Sometimes pouches of ready made baby food are a lifesaver. Those times you go away for a weekend and don’t know what the kitchens will be like. Or the time you’re at a friends house but your baby is hungry for their dinner.
Giving a pouch of ready made food to your baby to eat in moderation is completely fine, but recent research showed that many of these baby foods are high in sugar, and more than they advertise!
We wrote about this a few years ago when a baby weaning class attendee asked us a question and we were surprised by the analysis.
A recent report by the Royal College of Paediatric and Child Health (RCPCH) investigated the content of baby food and recommends:
The Government should develop mandatory guidelines on the free sugar content of infant foods for under 2s to encourage reformulation of baby food, including commercial weaning foods, supporting greater exposure of babies to a wider range of tastes, rather than predominantly sweet flavours.
Public Health England analysed the content of 1,120 baby food and drink products and found many of them had more sugar than advertised on the packet.
This is worrying because about one in five children aged two to four years are overweight or obese, and 12% of three-year-olds have visible tooth decay.
We need to do something about our sugar consumption as a nation, and small changes you make at home will help.
Does baby food contain sugar?
The report highlighted snack foods make up one third of the baby food market, and two thirds of the snacks were sweet.
Many commercial baby snacks were higher in salt and sugar than they should be, and were often sweetened with fruit juice so they can be labelled sugar free.
However our body treats all sugars the same. So foods sweetened with fruit juice will still cause tooth decay, and may contribute to obesity when eaten in excess.
How much sugar can my baby have?
The advice is sugar should be no more than 5% of daily total energy intake for those aged two and over. For babies this should be less. It’s a tiny amount.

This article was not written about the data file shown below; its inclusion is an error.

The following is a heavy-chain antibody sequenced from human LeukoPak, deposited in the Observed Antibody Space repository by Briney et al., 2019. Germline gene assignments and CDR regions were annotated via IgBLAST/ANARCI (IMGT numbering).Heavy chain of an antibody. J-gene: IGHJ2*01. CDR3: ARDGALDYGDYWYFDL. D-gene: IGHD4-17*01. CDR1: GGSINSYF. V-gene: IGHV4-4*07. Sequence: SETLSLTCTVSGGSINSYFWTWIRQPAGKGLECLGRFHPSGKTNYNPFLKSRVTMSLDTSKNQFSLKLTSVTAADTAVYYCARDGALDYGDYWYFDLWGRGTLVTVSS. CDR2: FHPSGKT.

The report criticised manufacturers who advertise fruit juice drinks to the under 12 month market, because the advice is to only give them water, or milk. There are also lots of products that advertise food for the 4 month old baby, and the NHS advise is to wait to start weaning until around 6 months.
Baby Weaning Top Tips – Avoiding Sugars
- Making your own baby food at home is preferable, this will be fresher and you know exactly what’s gone into it
- Offer bitter foods as well as fruits, give broccoli, spinach and other green foods
- Don’t allow your baby to suck from a pouch of ready made food as this can allow over eating (as they drink it in so quickly they may eat more than needed)
- Check packets of prepared baby food to see ingredients and sugar quantities
- Don’t give your baby fruit juice – water and milk are enough (cow’s milk shouldn’t be given as a drink to babies under 12 months).
Anna is our registered Nutritional Therapist specialising in Baby Weaning and Children’s Health. Click the Book Now button to attend a weaning class in Bristol, or book a Skype consultation to find out how to start your baby on solids to create a healthy foundation for eating.
It’s a well known saying “ fill your cup “ what happens if you don’t know how or what if you try and it seems to never get full ….almost like it has holes inWhat does ‘fill your cup mean‘ ?Firstly what does that saying mean. Commonly it’s used as a way of saying that
Now new mums are starting to venue out for the first time to more sociable environments, I am hearing them question… Is what I am experiencing ‘normal’ ? Each mum and baby diad is unique, each pregnancy and birth are unique, as are all postnatal experiences. BUT what I do notice is that there are
Eat a healthy pregnancy diet to support your energy, sleep and growing baby. Pregnancy is the quickest and largest change that can be experienced as part of the human body. It’s an amazing and wonderful period of growth. Whilst there are several anatomical changes that are obvious to see, for example belly and breast size